Folk Hero Pittsnogle Keeps Even Keel Upon Hall of Fame Selection
By Kevin Kinder
Had Dan Dakich not imploded and flamed out after one of the shortest coaching stints in history, Kevin Pittsnogle might not be in the West Virginia University Sports Hall of Fame. Heck, he might not even have gone to WVU.
Pittsnogle, who was elected to that exclusive group on Sunday, was playing in Germany with a touring team when he got word that his recruiter, Mountaineer head coach Gale Catlett, was retiring. He got a message from Dakich saying that they would “sit down and talk” upon his return, but by the time he got back Dakich had already fled.
“I remembered thinking, ‘What happened?’, Pittsnogle told BlueGoldNews.com as he reminisced on what was a most unsettled period in Mountaineer basketball. “I got back to town and he was gone, and no one knew what was going on.”
Fortunately, WVU was able to hire John Beilein for its rebuilding task, and Beilein quickly made it clear that he wanted the Martinsburg, W. Va., native.
“He was quick to tell me that he still wanted me, and he laid out his plans for me,” Pittsnogle recounted. “I had watched some video of his teams, and I knew I would fit in well with what he did.”
‘Fitting in’ is an understatement. The six-foot, 11-inch Pittsnogle became a folk hero, known nationally for a last name that no one else shared and a distinctive floor game featuring long distance shooting, a growing number of tattoos and a cult-like following. He averaged 13.3 points over 128 games at WVU, but it was his long distance prowess (253-615, 41.1% 3-point shooting) and his unconventional style that became a sensation.
“It’s all still kind of surreal,” he said of his inclusion in a small circle of players who become beloved Mountaineer icons. “I don’t talk about it much, but it was a crazy experience to live through.”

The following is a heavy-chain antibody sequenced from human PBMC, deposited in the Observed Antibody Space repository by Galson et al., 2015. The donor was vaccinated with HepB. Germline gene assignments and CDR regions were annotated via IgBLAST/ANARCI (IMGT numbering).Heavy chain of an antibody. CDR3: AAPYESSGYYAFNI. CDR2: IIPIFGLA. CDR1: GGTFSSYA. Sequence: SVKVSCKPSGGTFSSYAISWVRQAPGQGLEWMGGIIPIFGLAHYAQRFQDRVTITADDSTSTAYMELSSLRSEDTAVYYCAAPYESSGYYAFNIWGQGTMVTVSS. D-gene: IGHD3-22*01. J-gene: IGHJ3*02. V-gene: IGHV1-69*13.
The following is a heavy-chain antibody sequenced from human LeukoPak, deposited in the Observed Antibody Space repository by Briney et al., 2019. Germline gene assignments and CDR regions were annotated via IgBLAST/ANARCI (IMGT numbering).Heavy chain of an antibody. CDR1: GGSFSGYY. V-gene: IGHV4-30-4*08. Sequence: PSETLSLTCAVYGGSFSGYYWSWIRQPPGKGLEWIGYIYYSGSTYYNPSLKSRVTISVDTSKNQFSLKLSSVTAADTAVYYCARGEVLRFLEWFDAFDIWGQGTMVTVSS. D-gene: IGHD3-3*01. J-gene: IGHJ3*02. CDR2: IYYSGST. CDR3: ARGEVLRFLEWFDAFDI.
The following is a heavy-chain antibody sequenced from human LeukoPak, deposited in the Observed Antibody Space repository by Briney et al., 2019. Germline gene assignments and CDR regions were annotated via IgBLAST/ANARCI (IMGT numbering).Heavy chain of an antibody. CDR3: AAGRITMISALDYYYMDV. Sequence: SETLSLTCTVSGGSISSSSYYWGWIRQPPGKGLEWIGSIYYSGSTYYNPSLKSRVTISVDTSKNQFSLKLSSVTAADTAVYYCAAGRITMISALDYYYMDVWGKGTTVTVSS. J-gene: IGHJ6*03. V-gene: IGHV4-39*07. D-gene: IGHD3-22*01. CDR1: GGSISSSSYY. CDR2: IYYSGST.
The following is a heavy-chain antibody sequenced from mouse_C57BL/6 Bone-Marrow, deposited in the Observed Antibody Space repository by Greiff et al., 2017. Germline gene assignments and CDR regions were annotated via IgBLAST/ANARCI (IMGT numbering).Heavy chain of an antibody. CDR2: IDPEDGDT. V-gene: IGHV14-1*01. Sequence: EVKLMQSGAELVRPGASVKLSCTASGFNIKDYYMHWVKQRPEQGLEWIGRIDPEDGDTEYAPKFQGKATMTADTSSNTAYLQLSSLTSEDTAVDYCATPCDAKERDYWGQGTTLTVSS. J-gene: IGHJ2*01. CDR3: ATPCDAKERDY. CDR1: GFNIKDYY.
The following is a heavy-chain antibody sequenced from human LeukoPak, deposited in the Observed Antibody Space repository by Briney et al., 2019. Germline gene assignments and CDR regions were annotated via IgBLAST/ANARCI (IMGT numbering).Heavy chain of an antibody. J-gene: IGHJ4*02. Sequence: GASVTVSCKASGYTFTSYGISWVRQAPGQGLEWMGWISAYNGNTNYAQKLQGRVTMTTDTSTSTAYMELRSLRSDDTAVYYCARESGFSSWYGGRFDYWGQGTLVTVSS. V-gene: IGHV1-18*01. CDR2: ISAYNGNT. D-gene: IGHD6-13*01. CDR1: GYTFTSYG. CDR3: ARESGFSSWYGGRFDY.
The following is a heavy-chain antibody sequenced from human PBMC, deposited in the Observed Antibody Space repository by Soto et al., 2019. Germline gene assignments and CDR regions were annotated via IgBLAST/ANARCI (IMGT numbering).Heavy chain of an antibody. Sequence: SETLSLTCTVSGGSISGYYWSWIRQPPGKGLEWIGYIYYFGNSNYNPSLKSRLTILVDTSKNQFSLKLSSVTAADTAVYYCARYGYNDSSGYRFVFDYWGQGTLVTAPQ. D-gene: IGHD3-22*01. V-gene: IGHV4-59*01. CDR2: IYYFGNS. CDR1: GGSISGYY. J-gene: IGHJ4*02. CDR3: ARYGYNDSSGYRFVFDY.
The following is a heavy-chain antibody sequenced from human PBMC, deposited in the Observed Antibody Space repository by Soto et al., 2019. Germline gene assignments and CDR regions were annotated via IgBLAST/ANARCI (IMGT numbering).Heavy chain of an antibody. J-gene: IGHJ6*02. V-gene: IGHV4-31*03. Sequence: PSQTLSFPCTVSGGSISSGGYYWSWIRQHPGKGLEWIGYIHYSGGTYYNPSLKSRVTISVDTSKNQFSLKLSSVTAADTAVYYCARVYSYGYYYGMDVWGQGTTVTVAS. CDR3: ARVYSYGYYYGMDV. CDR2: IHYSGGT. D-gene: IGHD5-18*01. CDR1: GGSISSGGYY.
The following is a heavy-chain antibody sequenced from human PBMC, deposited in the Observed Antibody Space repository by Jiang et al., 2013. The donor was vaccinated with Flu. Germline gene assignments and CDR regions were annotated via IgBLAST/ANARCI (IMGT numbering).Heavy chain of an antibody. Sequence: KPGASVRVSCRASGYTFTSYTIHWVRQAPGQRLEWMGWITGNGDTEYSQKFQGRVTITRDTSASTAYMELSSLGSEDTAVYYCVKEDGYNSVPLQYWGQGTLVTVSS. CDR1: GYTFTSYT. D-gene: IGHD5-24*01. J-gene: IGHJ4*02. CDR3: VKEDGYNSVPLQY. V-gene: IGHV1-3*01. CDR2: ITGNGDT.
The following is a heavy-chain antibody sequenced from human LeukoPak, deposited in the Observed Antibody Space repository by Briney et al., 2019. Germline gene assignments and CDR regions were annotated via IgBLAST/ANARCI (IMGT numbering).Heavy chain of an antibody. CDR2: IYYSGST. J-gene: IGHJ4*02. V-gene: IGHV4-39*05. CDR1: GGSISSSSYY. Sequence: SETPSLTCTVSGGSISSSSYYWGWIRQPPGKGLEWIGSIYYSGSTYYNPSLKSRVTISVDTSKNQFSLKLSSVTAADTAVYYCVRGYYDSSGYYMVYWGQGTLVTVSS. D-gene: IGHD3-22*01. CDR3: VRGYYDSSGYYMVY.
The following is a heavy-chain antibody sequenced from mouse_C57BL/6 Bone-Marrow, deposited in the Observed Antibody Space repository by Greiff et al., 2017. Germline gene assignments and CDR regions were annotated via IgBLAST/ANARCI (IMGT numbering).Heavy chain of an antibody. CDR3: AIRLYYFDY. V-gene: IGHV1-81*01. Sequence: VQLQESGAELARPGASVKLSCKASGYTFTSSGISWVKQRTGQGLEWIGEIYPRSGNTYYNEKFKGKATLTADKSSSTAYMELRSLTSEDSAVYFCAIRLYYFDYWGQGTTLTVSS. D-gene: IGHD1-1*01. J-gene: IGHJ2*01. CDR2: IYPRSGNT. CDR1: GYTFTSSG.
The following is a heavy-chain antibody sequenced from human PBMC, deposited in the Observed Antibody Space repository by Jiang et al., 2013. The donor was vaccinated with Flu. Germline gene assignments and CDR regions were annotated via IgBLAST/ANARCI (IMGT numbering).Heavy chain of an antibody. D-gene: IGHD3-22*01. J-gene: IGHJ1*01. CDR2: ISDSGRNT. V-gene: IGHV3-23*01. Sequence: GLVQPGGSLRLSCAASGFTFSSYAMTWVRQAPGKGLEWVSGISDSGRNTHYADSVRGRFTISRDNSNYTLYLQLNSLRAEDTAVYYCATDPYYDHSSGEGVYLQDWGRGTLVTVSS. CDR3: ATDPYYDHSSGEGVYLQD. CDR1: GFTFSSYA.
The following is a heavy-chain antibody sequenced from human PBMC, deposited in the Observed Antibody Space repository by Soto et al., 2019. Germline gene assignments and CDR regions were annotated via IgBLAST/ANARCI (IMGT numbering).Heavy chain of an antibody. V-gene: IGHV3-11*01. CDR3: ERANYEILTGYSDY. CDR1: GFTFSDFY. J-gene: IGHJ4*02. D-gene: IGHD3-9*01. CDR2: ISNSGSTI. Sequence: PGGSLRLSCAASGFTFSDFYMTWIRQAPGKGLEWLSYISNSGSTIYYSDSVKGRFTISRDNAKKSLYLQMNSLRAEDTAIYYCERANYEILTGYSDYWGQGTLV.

The attention and adulation came from a couple of different directions, which just brightened the spotlight. First, there was the oddity of a near-seven-footer draining threes. Add to that the quick rebuild process, with Pittsnogle joining Joe Herber, J.D. Collins, Patrick Beilein and, later, transfer Mike Gansey to resuscitate Mountaineer hoops. The rise went from the disastrous 8-20 season of 2002 to memorable NCAA trips and a near-Final Four season in 2005. That brought the fans back, hungry to embrace success, and Pittsnogle was the epicenter.
He’s quick, though, to point out that so much of what he accomplished depended on his teammates. That’s true, as that incoming class in 2003 meshed so well, with each taking on specific roles and blending to become so much greater than the simple sum of their parts.
“I wouldn’t have been anywhere near the player I was without them,” Pittsnogle emphasized more than once. “We played so well together, and those guys were all so talented. Coach Beilein did a great job with us, and he was so important in helping me improve and develop.”
Pittsnogle hasn’t been caught up in reliving his glory days, however. He has turned down interviews over the years, simply because he didn’t think there was much newsworthy to discuss. Of course, that changed with his election to the WVU Hall, but it’s still not something that he focuses on.
“It’s been 11 years since I played, and that seems like a long time,” he said. “I did talk with my son Kwynsie about it once I found out about it, and he was super excited. He’s a basketball guy, and loves the Mountaineers. But I honestly didn’t think it would happen so soon. I figured maybe 20 or 30 years down the road I might get discussed.”
Pittsnogle, who recently earned his master’s degree from WVU, is a special education teacher at his alma mater, Martinsburg High School. Kids “have always been a focal point” for him, so it’s not surprising that he has landed a job where working with them is a priority. At the same time, that job allows him to give plenty attention to his children, which now number six.
“I love kids, and had the opportunity to get back into working with them, but this also lets me have time to be with my own children,” he said. “They keep me busy with youth sports, and I coach some of them in youth leagues, and that’s an important thing for me. I make sure the kids have fun, and that’s the most important thing.”
Pittsnogle is also careful not to push any of them too hard. He doesn’t see the benefit of loading youngsters up for travel teams while they are still in elementary schools, and prefers to let them develop at their own pace.
“Kwynsie says he wants to play for the Mountaineers, but I want him to just have fun at this point. I’m not pushing him to go out and work out every day. When he asks, I will help him when he wants, but I don’t want to push him. I know there will probably be expectations for him just because of his name, and we’ve talked about that a little bit too. I just want him, and all of my children, to have fun with sports and find things they enjoy.”